In the 90s, virtual reality was going to transform the world. Movies like The Lawnmower Man, The Matrix, and Existenz created an image of VR as an almost supernatural force, able to create alternate worlds filled with danger, and powers that transcend normal human abilities. There were even a few early, consumer-grade VR tools like the Nintendo Virtual Boy and Sega VR Headset.
And then it all seemed to disappear.
In a lot of ways, those early days were like childhood for VR. We had big dreams (and fears), and pretty vague ideas about how it was going to work, and what it was actually good for. VR tools were crude and expensive, and the world wasn’t ready. It wasn’t just a matter of technology — we were just starting to understand how to develop an intuitive UI (and UX design was still very much in its early stages).
Now, however, we’re ready.
VR has exploded over the last few years. You can turn your phone into a VR tool with a $15 Google Cardboard display, or even do it yourself with some basic craft tools. Even powerful immersive headsets like the Oculus Rift, or HTC Vive cost less than a high-end Apple MacBook.
And unlike in the 90s, consumer demand is huge. According to Zion Market Research, the global virtual reality market will continue to expand at an astounding compound annual growth rate of 54.01% through 2022, when it will reach a value of $26.89 billion. Another study showed that VR app downloads from Google Play and the App Store increased 276% in 2016.
However, for developers and designers, it’s still the early days. There are plenty of SDKs and design tools, but for mobile app designers who want to whip up a functional virtual reality prototype without diving into the code, there wasn’t a lot out there — until our VR Components library, that is.
Where Mobile Virtual Reality Apps Are Now
There are two basic ways of doing virtual reality: with three or six degrees of freedom. Three degrees of freedom is the way virtual reality for Android and other mobile devices works now. The user can look in any direction, and interact with objects in the virtual space they’re standing in. Some dedicated VR controllers allow six degrees of freedom, meaning the app can also track user movement in a room, adding realism to interactions with the virtual space.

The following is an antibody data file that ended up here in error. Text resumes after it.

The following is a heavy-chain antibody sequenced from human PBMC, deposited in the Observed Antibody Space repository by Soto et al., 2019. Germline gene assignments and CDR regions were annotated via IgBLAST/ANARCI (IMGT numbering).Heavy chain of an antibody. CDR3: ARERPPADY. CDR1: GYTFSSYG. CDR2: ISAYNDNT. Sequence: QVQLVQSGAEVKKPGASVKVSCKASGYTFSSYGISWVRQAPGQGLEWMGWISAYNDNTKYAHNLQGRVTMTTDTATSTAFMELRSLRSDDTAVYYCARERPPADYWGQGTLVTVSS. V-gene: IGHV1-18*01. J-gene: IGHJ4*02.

Why can’t smartphones do six degrees? While your phone is good at tracking changes in direction, it’s not able to track movements in physical space all that accurately. In fact, at the moment, VR controllers need a dedicated room with external sensors to achieve six degree VR, along with an external device to handle the processing.
Most mobile app prototyping focuses on three degrees for a few reasons:
It’s widely available, so there’s a much bigger market.
You can do it anywhere, not just in a specially configured room, tethered to a computer.
You don’t need special (and costly) gear to use it or test it.
It’s hard to tell exactly how virtual reality will develop, but there’s a good chance that six degrees will remain a narrow niche in VR. One of the great things about VR is that it lets you escape the constraints of your physical environment, a benefit you lose if you have to configure an entire virtual space.
Virtual Reality App Development
The closer your prototype resembles your end product, the better. Simply because the cost of making changes to a product when it’s fully developed, is much higher than making changes to a prototype. Your app’s prototype should simulate the functionality, UI, and user experience of your app as closely as possible. In that way, the feedback you get is closer to what you would expect to get if you tested with users when the app was ready.
Having said that, your UI libraries should be up to date for Android or iOS. There needs to be support for gaze control so you can interact in complex ways with the app, even if you’re only using a smartphone as a controller. Interactions and animations need to be just as good, so you can nail the design elements in prototyping.
In a lot of ways, it’s even more important to get virtual reality prototyping tools just right. For one thing, you can’t fall back on tried and true design conventions that apply in mobile app prototyping. A simple interface that might look great on an Android screen isn’t necessarily going to translate when you have 360° and three axes to work with. It’s a good bet virtual reality apps will stoke the vs. material design debate, and best practices will change.
You also can’t fall back on your instincts and a rough sketch. You need to simulate how it works in as much detail as possible, so you can get it right before you invest the time creating the final product.